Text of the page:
1701 Strand Way, Coronado
(Has gone out of business since this article was published.)
Baaarp! There goes the ten-minute horn blast.
Just beyond the Boathouse, mighty yachts cut and weave incredibly close to each other. They’re trying to get in position to cross that start line right on the gun.
Man. I arrived just in time.
Sitting up at the bar in what they call the “Crew Lounge,” upstairs.
Looks out right over the waters of Glorietta Bay, south of Coronado.
We’re at “1887 on the Bay.” Used to be the Coronado Boathouse. Before that, for 31 years, it was the Chart House. And really far back in the day, like, 1887, pre–Hotel Del, this building was an actual boathouse for folks to store their dinghies and sails and rigging.
When I heard they’d changed not just the name again but also the menu and the chef, I was interested. Being here today with Carla — Diane’s doing her hair — opportunity knocks.
I wander down the hill to Glorietta Bay, where the boathouse rises out of the water like some Japanese pavilion. It’s 5:00, happy hour. Should wait for Carla. But this is too good to pass up.
It’s a beautiful old building. Has a widow’s walk around the center tower. They say that Elisha Babcock built the place (in 1886) as a training exercise for all the workers he was hiring to put up the Hotel Del Coronado the following year.
Tide’s high, I notice. Comes to within a foot of the deck.
“Upstairs, sir,” says the hostess when I ask about happy hour. “In the Crew’s Lounge.”
There’s quite a crowd clustered around the small happy-hour bar. The counter reaches right to the dormer window. Right below us, those crazy yachts are swooping and backing and filling in Glorietta Bay.
“What’s happening?” I ask the bartender, Sean.
“Beer Can race,” he says. “Their start happens right when our happy hour ends, at 6:00.”
Oh, Lord. That means I need to act now. I grab a bar chair and reach for the little happy-hour menu. Hmm…
Selection ain’t huge: soup (today’s is asparagus, $5), two oyster shooters ($4), six oysters on the half shell ($9), Caesar salad ($5), roasted artichokes ($5), wings ($8), ribs ($8).
The two tempters are the wings and the ribs. “Rice Crispy Lolli Pop wings” come with a spicy glaze and “Point Reyes Bleu” cheese. But I go for the ribs because they sound like they’d fill you up more. They come with this relish of pineapple chunks, red peppers, red-cabbage strips, red onion, and other stuff.
Also, grog: cocktails are $7, house wines are $5, and beers start at $3.50 for a Coors Light and top out at $5 for Green Flash IPA. I order a Ballast Point Amber for the $4 happy-hour price. Not bad, either. Fresh. Nutty.
The ribs? “Huli huli style beef short ribs,” the menu says, “with grilled pineapple relish.”
“Huli huli”? Means “Turn-turn.” It’s the Hawaiian word for rotisserie. And for flavors that usually involve ginger and soy.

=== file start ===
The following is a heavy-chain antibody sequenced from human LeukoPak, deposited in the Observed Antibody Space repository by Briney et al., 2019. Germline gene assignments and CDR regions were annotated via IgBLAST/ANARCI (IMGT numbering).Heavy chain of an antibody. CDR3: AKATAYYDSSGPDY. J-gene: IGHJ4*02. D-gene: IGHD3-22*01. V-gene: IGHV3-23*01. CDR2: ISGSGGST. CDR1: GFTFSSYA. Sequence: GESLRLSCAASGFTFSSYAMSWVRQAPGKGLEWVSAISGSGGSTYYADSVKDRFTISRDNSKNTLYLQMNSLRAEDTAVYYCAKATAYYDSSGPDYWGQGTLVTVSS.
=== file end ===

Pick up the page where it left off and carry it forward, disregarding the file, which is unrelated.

The ribs look small at first on their big white plate, but then I realize that these are cow-size ribs that have been sliced, buzz-cut across the grain so you nibble the meat around the edges of each disk. But the main thing is the pineapple relish. And with the ginger, soy, and garlic, it’s a luscious combo.
What the heck — I order the soup of the day, too. Asparagus, with goat-cheese crumbles on top. Smallish silver chalice of it, but big, generous, creamy flavor. I ask Sean for some bread. He brings it out all fresh and warm, free of charge.
“We get a lot of famous people stopping by,” he says. “Stevie Wonder, Richard Dreyfuss, the Breaking Bad crew. They all come over from the Del.”
Plus, this building was in Some Like It Hot. Marilyn probably ate here. And, get this: four children of the first boathouse-keeper, James Dunne, were born in this upstairs room I’m chowing in.
Something else was born in this room: Scripps Institution of Oceanography. Back in 1903, this guy William Ritter set up a lab right here for his students to analyze all the sea life he had them exploring.
Of course, in 1903, this boathouse was parked 80 feet out in Glorietta Bay, with a dock walkway from Tent City (which is where it is now). Vacationers would camp here right through summer. Along with entertainers. Ritter and his students would have to put up with the racket of concerts, dances, magicians, and ventriloquists every night. No wonder Scripps moved to La Jolla.
In the end, I go a little crazy, too. I see this menu item, “Lilikoi cheesecake with passion-fruit sauce.” Seems the new chef took a lot of inspiration from Hawaii.
Ooh. Golden topping on the cheesecake. Passion-fruit flavor. Problem is, happy hour’s over, and the regular price is $8. But the setting sun is shining golden through the dormer — clear through the little candy sculpture on top of the cheesecake.
Gotta have this.
I take it. Mouth-melting. That tart touch from the passion fruit (“lilikoi”) brings it all to life. Now I’m really full.
Feels like coming off a ship when you leave. Returning to real life. Responsibilities…
OMG. Carla. I’ve just spent 30 of our hard-earned bucks. Naturally, she’ll want to try it when I tell her. Except I’m full, and the wallet’s empty, and it ain’t happy hour no mo’. We’re back in the land of $35 steaks.
“I’ll forgive you everything,” says Carla, “except the passion-fruit cheesecake. How could you!? I must have a piece of that now or, or…”
Back upstairs, as Carla scoops into her cheesecake, lights twinkle across the waters outside. She sighs happily. “We are coming back, Ed? For a proper meal?”
“Of course,” I say. Then I say, “For a proper, uh, happy-hour meal.”
- Happy Hour Prices: soup (asparagus), $5; two oyster shooters, $4; six oysters on the half shell, $9; Caesar salad, $5; roasted artichokes, $5; Rice Crispy Lolli Pop wings with blue cheese, $8; huli huli ribs, $8; regular items more expensive
- Happy Hour: 3:00–6:00 p.m., Monday–Friday; regular dining room 5:00–10:00 p.m. daily
- Buses: 901, 904
- Nearest Bus Stop: Strand Way, directly outside